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Mike Hearn from plan99.net created anti-bot JS system, and you see parts of its anti-reverse engineering methods (random encryption). There is his letter with mention about it: https://moderncrypto.org/mail-archive/messaging/2014/000780.html

[messaging] Modern anti-spam and E2E crypto Mike Hearn Fri Sep 5 08:07:30 PDT 2014

There's a significant amount of magic involved in preventing bulk signups. As an example, I created a system that randomly generates encrypted JavaScripts that are designed to resist reverse engineering attempts. These programs know how to detect automated signup scripts and entirely wiped them out http://webcache.googleusercontent.com/search?q=cache:v6Iza2JzJCwJ:www.hackforums.net/archive/index.php/thread-2198360.html+&cd=8&hl=en&ct=clnk&gl=ch

You can google the info about system by its "Ym90Z3VhcmQtY29udGFjdEBnb29nbGUuY29tCg" base64 contact code or by "botguard-contact".

The post http://webcache.googleusercontent.com/search?q=cache:v6Iza2JzJCwJ:www.hackforums.net/archive/index.php/thread-2198360.html+&cd=8&hl=en&ct=clnk&gl=ch says:

The reason for this is being the new protection google introduced a couple of weeks/months ago. Let me show you a part of the new Botguard ( as google calls it ) Code:

/* Anti-spam. Want to say hello? Contact (base64) Ym90Z3VhcmQtY29udGFjdEBnb29nbGUuY29tCg== */

You will have to crack the algorithm of this javascript, to be able to create VALID tokens that allow you to register a new account. Google still allows you to create accounts without these tokens, and you wanna know why?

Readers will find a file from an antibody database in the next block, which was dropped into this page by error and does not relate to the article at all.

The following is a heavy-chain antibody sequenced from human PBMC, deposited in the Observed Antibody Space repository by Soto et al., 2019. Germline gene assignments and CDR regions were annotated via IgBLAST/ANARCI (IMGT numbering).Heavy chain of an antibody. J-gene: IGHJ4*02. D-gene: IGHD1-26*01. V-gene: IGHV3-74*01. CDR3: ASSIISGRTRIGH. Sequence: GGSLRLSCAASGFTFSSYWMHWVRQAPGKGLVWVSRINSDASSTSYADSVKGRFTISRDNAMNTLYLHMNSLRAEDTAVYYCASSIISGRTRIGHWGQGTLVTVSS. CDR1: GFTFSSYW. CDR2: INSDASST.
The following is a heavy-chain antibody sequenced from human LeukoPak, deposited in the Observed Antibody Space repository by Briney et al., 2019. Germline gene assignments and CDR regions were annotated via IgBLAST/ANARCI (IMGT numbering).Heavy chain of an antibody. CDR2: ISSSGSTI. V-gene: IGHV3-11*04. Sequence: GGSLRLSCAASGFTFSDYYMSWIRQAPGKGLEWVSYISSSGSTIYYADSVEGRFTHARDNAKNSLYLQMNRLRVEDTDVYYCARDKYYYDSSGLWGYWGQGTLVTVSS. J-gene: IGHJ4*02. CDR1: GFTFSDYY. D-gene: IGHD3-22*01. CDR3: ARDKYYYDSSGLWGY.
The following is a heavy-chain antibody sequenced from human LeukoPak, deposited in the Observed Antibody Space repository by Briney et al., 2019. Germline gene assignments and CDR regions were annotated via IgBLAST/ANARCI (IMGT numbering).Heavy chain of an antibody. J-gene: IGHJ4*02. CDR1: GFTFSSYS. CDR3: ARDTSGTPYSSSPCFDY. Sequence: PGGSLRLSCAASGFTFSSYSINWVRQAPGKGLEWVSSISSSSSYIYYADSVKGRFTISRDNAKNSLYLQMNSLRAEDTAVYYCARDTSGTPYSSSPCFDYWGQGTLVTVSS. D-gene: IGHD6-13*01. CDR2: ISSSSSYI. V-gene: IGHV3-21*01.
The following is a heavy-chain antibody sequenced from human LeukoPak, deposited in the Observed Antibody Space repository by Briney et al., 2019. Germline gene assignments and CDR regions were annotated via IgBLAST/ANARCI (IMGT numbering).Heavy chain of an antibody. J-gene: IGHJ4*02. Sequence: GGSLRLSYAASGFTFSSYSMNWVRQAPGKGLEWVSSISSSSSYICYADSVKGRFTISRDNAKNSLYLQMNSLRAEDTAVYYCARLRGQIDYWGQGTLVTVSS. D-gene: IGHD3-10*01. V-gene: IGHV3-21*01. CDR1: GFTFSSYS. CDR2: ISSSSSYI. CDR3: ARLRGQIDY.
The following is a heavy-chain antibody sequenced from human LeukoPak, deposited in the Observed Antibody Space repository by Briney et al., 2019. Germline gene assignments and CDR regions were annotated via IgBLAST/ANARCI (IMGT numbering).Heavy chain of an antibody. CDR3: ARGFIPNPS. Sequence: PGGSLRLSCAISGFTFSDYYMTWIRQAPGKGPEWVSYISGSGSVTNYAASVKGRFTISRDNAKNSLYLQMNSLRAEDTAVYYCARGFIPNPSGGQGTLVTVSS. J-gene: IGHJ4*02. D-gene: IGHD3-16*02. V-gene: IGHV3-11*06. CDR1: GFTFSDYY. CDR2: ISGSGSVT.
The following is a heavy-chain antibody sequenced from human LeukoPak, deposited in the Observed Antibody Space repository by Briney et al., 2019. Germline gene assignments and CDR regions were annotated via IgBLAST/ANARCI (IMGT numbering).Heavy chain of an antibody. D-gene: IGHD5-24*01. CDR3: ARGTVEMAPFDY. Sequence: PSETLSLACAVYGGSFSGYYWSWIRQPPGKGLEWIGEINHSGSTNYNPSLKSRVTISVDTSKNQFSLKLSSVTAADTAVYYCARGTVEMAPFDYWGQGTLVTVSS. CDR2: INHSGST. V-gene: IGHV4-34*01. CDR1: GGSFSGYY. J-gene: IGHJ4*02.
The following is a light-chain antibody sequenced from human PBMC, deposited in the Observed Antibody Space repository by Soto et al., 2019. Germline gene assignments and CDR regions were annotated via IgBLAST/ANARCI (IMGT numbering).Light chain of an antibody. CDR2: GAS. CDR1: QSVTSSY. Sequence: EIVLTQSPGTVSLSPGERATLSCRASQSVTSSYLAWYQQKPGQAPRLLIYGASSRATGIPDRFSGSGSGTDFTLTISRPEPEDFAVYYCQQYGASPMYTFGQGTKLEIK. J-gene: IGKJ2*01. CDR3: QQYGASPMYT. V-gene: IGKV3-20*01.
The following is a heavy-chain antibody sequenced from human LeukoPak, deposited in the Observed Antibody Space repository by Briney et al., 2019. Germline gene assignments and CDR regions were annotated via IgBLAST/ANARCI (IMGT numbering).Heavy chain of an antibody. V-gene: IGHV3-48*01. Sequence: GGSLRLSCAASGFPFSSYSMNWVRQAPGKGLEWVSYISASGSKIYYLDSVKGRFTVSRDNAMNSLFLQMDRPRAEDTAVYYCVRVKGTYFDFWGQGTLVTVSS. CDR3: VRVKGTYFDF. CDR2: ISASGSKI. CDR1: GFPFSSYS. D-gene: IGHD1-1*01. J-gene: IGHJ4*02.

Its because they wait a couple of weeks, follow up the trace you and your stupid bot leave behind and than make a banwave.

ALL accounts you've sold, all accounts your customers created will be banned. Your software might be able to be able to still create accounts after the banwave, but whats the use?

So, botguard is the optional security measure. It can be correctly computed in browser, but not in some/most javascript engines, used by bots. You can bypass it by not entering correct code, but the created account will be marked as bot-account and it will be disabled soon (and linked accounts will be terminated too).

There are also several epic threads on the GitHub:


Why does Zombie produce an improper output compared to the more basic contextify version in the following example?

Output varies depending on when document.bg is initialized to new botguard.bg(), because the botguard script mixes in a timestamp salt when encoding.

mikehearn commented on May 21, 2012 Hi there,

I work for Google on signup and login security.

Please do not attempt to automate the Google signup form. This is not a good idea and you are analyzing a system that is specifically designed to stop you.

There are no legitimate use cases for automating this form. If you do so and we detect you, the accounts you create with it will be immediately terminated. Accounts associated with the IPs you use (ie, your personal accounts) may also be terminated.

If you believe you have a legitimate use case, you may be best off exploring other alternatives.

In the https://github.com/jonatkins/ingress-intel-total-conversion/issues/864 thread there are some details:

a contains heavily obfuscated code that starts with this comment:

The code contains a lot of generic stuff: useragent sniffing (yay, Internet Explorer), object type detection, code for listening to mouse/kb events... So it's looks like some generic library. After that there's a lot of cryptic stuff that makes absolutely no sense. The interesting bit is that it calls something labeled as "botguard.bg.prototype.invoke". Evidently this must be google's botguard. From what I know, It collects data about user behavior on the page and its browser and avaluates it against other know data, this way it can detect anomaly usage and detect bots (kinda like clienBlob in ingress client). My guess would be it's detecting what kind of actions it takes the user to send requests (clicks, map events would be the most sensible)

So, google uses evil eval to fight evil users, which are unable to emulate the evaluated code fast/correctly enough.